The bond-valence sums indicate that O2 is noticeably under-bonded (1.74 valence units). This deficiency is compensated by the hydrogen bond, as it is engaged in the hydrogen bonding as an acceptor (Table 7). According to the correlation between νO–H and O—H⋅⋅⋅O distances for minerals (Libowitzky, Reference Libowitzky1999), the Raman band at 3444 cm–1 corresponds well with the O–O distances between 2.70 and 2.95 Å (O4—H1⋅⋅⋅O2 and O5—H2⋅⋅⋅O4).

For comparison, the Raman spectra of linarite (http://rruff.info/R060130), munakataite (http://rruff.info/R110006) and schmiederite (http://rruff.info/R100089), which are in the same mineral group as franksousaite, from the RRUFF Project are also plotted in Fig. 4. The spectral differences among the four minerals are obvious, especially in the range from 700 to 1000 cm–1, indicative of the presence or absence of (SeO3)2–, (Se6+O4)2– and/or (SO4)2– groups.

Acknowledgements

We are grateful for the constructive comments by Dr. Elena Zhitova and three other anonymous reviewers. This study was funded by the Feinglos family and Mr. Michael M. Scott.

Supplementary material

To view supplementary material for this article, please visit https://doi.org/10.1180/mgm.2022.90

Competing interests

The authors declare none.

Footnotes

Associate Editor: Elena Zhitova

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Figure 0

Fig. 1. The specimen on which the new mineral franksousaite, indicated by the blue arrow, was found.

Figure 1

Fig. 2. A microscopic view of blue franksousaite enclosed in a large colourless anglesite crystal, making the whole anglesite crystal look blueish.

Figure 2

Fig. 3. Broken fragments of blue franksousaite crystals enclosed in the large colourless anglesite crystal in Fig. 2. Crystal A was used for the electron microprobe analysis. Crystal B was used for X-ray diffraction data collection and then Raman spectral measurement.

Figure 3

Table 1. Analytical chemical compositions (in wt.%) for franksousaite.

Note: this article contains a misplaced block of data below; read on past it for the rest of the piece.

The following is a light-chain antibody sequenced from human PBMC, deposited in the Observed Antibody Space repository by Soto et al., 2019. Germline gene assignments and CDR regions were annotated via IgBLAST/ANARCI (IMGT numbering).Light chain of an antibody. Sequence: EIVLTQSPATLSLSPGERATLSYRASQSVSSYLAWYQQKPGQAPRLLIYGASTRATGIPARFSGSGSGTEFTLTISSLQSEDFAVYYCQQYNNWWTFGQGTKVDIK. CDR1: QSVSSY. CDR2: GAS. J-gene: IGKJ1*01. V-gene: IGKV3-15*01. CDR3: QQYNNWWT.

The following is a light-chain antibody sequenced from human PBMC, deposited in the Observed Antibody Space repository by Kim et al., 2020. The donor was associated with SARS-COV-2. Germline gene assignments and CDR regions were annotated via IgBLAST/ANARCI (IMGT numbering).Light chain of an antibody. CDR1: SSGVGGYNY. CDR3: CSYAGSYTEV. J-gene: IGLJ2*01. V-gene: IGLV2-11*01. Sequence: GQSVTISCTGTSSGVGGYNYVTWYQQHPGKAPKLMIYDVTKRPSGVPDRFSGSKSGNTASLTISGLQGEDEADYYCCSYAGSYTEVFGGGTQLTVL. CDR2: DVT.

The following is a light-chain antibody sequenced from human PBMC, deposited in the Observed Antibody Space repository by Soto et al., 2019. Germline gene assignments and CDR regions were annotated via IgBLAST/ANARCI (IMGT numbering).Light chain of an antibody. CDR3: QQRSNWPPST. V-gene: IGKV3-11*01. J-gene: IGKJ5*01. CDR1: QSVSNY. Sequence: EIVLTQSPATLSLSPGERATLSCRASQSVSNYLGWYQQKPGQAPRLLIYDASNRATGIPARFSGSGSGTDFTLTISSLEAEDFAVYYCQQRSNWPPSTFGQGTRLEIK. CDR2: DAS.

Figure 4

Fig. 4. Raman spectra of franksousaite, linarite, munakataite and schmiederite.

Figure 5

Table 2. Powder X-ray diffraction data for franksousaite.

Figure 6

Fig. 5. A reciprocal space view of X-ray diffraction data collected from crystal B in Fig. 3. The green and red spots are for franksousaite and anglesite, respectively. Small black spots represent weak reflections [I < 3σ(I)]. The view is along the b axis of franksousaite. There are no obvious overlaps between the two lattice points.

Figure 7

Table 3. Comparison of crystallographic data and refinement results for minerals in the linarite group.

Figure 8

Table 4. Fractional atomic coordinates and equivalent isotropic displacement parameters (Å2) for franksousaite.

Figure 9

Table 5. Atomic displacement parameters (Å2) for franksousaite.

Figure 10

Table 6. Selected bond distances (Å) and angles (°) for franksousaite and linarite.

Figure 11

Table 7. Bond-valence sums for franksousaite.

Figure 12

Fig. 6. Crystal structure of franksousaite. Green elongated octahedra and yellow tetrahedra represent CuO6 and SeO4 groups, respectively. Large grey and small aqua spheres represent Pb and H atoms, respectively. Hydrogen bonds are indicated by grey lines.

Figure 13

Fig. 7. The coordination of a Pb atom by eight O atoms in franksousaite.